Looking at recent literature on the subject, Ellen Duggan explores how best to feed our bodies during PMS.
The moment we first encounter our menarche, the formal word for the first day of our cycle, at whatever age we may have been - we are usually alone.
The emotions that may follow this occurrence, as we are locked in a school bathroom cubicle, may leave our uninformed selves wondering if something is seriously wrong with us, or perhaps the glow of euphoric glee of burgeoning adulthood.
This initial encounter with our period, seems to be frozen in time as it repeats, cyclically, with every experience we have with it and our changing PMS symptoms, throughout our lives. We are usually alone, wondering how we can numb the cramps internally in order to appear as unencumbered as we may visually present ourselves as being on the outside.
It may come as no surprise that little to no studies have been done into the cycle of the PMS. However, as of late, several women specialising in the fields of sports science, have allowed us to take a previously shunned lens to what exactly occurs in our systems, before, after, and during our periods. Women such as Stacey Simms have begun outspokenly advocating listening to and caring for your body as it moves through cycles - in order to abate PMS symptoms and leave us feeling NOT like our womb has been trampled on by a crowd at a Walmart Black Friday sale.
The release and recent popularity of books such as ‘Woman Code’ by Alisa Vitti or ‘Eating for endometriosis’ by Dian Shepperdson Mills, have shed light on the importance of recognising your body's own expression of its experience of Premenstrual Symptoms, how they may shift and change from month to month and the importance of tracking them and easing yourself in to understanding what your body may be attempting to communicate through every cramp or craving. Granted that we now live in a world in which we may not have time to listen to the language of our bodies, a Panadol and hot water bottle will definitely cut it, but over time, we may find signals from our systems that become too loud to ignore.
PMS is not something to ‘fight’ or ‘overcome’ but something to work with in a way that will allow you to understand aspects of your body that may have dipped below the radar previously. Particularly strong or painful symptoms of PMS that may interfere with your life, given you have no underlying health issues, can be your body's way of communicating stress or nutritional deficiencies.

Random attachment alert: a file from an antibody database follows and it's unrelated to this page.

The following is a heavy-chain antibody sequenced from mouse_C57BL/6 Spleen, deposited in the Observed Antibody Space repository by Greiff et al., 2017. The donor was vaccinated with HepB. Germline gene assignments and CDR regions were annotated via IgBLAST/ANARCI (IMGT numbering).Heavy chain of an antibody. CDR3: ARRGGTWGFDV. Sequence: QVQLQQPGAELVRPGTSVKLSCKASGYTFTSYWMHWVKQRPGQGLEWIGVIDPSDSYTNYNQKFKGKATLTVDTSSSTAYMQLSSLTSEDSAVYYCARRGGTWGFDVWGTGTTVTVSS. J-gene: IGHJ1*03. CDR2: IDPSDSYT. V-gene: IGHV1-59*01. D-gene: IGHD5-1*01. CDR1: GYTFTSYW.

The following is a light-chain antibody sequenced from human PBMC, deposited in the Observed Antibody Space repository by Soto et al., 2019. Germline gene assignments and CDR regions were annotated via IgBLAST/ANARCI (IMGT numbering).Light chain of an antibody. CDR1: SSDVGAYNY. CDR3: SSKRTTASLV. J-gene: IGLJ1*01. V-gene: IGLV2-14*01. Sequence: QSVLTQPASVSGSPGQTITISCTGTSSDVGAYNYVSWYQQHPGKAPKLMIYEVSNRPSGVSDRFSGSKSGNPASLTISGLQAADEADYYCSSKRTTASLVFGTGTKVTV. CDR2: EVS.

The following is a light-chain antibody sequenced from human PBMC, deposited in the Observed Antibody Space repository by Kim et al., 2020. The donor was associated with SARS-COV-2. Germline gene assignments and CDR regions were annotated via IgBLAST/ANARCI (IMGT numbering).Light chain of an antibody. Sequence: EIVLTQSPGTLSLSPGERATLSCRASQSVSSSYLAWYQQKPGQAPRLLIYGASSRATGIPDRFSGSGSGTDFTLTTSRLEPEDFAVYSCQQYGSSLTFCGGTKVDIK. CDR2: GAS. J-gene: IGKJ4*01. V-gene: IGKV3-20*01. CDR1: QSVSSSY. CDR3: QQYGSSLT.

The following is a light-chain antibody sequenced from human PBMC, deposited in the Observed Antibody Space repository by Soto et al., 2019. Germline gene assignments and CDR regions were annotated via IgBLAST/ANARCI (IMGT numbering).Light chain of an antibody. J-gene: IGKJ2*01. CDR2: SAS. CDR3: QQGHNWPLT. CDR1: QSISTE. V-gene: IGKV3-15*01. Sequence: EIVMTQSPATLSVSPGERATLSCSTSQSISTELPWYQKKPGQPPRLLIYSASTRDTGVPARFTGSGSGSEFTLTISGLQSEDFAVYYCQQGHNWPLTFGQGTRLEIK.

We are all too familiar with ‘diets’ and the pain they cause, particularly at the age during which women experience menarche, so it is important to stress that eating in a way that serves your body's natural cycles means the gentle introduction of vitamin rich foods, as opposed to the eradication of any specific food group.
Taking the same imperfect style as our bodies and our lives: our symptoms can develop slowly, with ease, or hot and fast, seemingly out of nowhere.
Our cycles can be divided into two 14-day phases: the low hormone phase, occurring in the two weeks directly after our period ends, and the high hormone phase, which occurs two weeks directly before. These two broad phases can be divided into a further four: Luteal, Follicular, ovulation and last but not least, menstruation herself.
Tracking your period on an app such as ‘My Flo’ can assist you in seeing where exactly in your cycle you are, track your symptoms and assist yourself in developing holistic ways to treat PMS. All of these phases require different forms of attention and care in terms of our nutrition.
PMS symptoms usually begin to occur 5 days before our menstrual cycle begins, during which our estrogen levels are at their highest. During this phase, you may find that your body requires more carbohydrates than usual, in order to maintain energy levels. Lean into this! Your system is speaking to you and I will be damned if you do not honour her.
Before I get down and dirty, I have a brief task for you, dear reader. Take a deep breath, put down the Huawei, navigate yourself to the closest mirror and stare at yourself.
Stare at yourself in that mirror and practice, with a straight face, exiting your colleagues recently-planned ‘virtual pub zoom call’ with your newfound, unbelievably fair excuse.
‘Apologies guys, I am in the depths of my luteal phase!’
- Luteal phase: The last two weeks of your cycle. When your ovaries release a golden egg and just before your period starts. Eating the recommended foods below, may prevent the feeling that someone is slowly turning a key in the beautifully ominous lock that is your womb.
Recommended: Vitamin E and vitamin B packed foods, such as: Nuts, seeds, Leafy greens. Probiotic rich foods: Sourdough, yoghurt. Side tip: Holland and Barrett do a mean strawberry flavoured chewable Probiotic Acidophilus, coming in at around 6 bucks for a jar of 60.
- Folicular phase: Just before Ovulation. Rev your engine.
Recommended: Lean proteins, for non-meat eaters: tofu and beans are right as rain. Fruits and vegetables. DUH.
- Ovulation: When your well matured egg is released from the warm nest of your ovaries and, given you have not been impregnated, patiently travels through the fallopian tubes, through the uterus and out into the blinding lights and big smoke that is the vagina.
Recommended: Fibre rich fruits and vegetables. Brussel Sprouts, Asparagus. All of the greats. Also, try and incorporate some antioxidant rich foods such as berries or coconut, if you are in anyway inclined.
- Menstruation: Our family favourite! That’s right kids, it’s when the blood hits the fan.
Recommended: Omega 3 fatty acids, fish, nuts and seeds and plant oils. Low glycemic fruits and vegetables, such as broccoli, spinach, mushrooms, and aubergine.